COVID-19 Disruptions Disproportionately Affect Female Academics

Tatyana Deryugina, Olga Shurchkov, Jenna E Stearns

Research output: Working paper


The rapid spread of the COVID-19 pandemic and subsequent countermeasures, such as school closures, the shift to working from home, and social distancing are disrupting economic activity around the world. As with other major economic shocks, there are winners and losers, leading to increased inequality across certain groups. In this project, we investigate the effects of COVID-19 disruptions on the gender gap in academia. We administer a global survey to a broad range of academics across various disciplines to collect nuanced data on the respondents’ circumstances, such as a spouse’s employment, the number and ages of children, and time use. We find that female academics, particularly those who have children, report a disproportionate reduction in time dedicated to research relative to what comparable men and women without children experience. Both men and women report substantial increases in childcare and housework burdens, but women experienced significantly larger increases than men did.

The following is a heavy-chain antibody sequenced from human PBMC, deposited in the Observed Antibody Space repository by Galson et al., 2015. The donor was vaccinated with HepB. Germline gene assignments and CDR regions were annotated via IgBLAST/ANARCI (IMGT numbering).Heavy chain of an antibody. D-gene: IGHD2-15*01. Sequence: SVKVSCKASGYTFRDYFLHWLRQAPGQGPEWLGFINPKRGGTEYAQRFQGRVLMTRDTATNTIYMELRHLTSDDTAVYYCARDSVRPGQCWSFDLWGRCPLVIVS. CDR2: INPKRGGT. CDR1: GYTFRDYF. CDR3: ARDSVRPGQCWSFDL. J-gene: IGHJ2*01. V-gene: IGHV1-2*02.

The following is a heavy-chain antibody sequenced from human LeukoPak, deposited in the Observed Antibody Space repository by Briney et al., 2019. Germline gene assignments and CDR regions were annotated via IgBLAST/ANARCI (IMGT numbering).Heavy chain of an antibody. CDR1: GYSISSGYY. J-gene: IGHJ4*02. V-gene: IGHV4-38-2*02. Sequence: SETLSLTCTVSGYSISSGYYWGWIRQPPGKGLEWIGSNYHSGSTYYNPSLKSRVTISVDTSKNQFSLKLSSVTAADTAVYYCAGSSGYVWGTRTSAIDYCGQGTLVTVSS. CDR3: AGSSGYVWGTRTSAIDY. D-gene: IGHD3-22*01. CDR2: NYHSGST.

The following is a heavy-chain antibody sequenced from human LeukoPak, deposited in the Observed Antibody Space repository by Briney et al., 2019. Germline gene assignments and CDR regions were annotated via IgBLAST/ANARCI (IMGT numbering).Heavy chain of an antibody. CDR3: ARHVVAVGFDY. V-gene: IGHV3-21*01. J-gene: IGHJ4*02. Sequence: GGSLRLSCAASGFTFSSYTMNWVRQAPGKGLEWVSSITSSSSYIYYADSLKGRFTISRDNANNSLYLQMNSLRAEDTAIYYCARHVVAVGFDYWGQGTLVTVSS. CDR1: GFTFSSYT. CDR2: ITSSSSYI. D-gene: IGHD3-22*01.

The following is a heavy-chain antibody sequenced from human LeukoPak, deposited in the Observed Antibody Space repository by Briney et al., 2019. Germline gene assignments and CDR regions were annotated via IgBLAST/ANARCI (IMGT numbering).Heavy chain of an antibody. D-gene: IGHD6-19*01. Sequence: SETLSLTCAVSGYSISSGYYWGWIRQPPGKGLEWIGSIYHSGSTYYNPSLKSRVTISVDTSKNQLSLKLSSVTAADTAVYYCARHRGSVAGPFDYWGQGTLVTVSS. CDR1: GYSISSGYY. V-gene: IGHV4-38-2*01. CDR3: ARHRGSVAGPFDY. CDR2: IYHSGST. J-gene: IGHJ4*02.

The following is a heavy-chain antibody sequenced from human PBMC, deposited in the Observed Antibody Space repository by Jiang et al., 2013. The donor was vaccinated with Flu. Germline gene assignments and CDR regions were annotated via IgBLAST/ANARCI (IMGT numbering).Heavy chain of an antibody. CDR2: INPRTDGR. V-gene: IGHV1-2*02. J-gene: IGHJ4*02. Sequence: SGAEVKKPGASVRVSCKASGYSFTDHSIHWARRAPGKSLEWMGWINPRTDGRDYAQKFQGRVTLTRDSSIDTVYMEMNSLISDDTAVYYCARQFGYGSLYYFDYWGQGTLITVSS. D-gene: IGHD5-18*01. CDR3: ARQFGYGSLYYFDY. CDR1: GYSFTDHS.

Original languageEnglish (US)
PublisherNational Bureau of Economic Research
Number of pages32
StatePublished - Jan 2021

Publication series

NameNBER Working Paper


  • COVID-19
  • severe acute respiratory syndrome coronavirus 2 (SARS-CoV-2)
  • Pandemic
  • Coronavirus
  • Novel coronavirus


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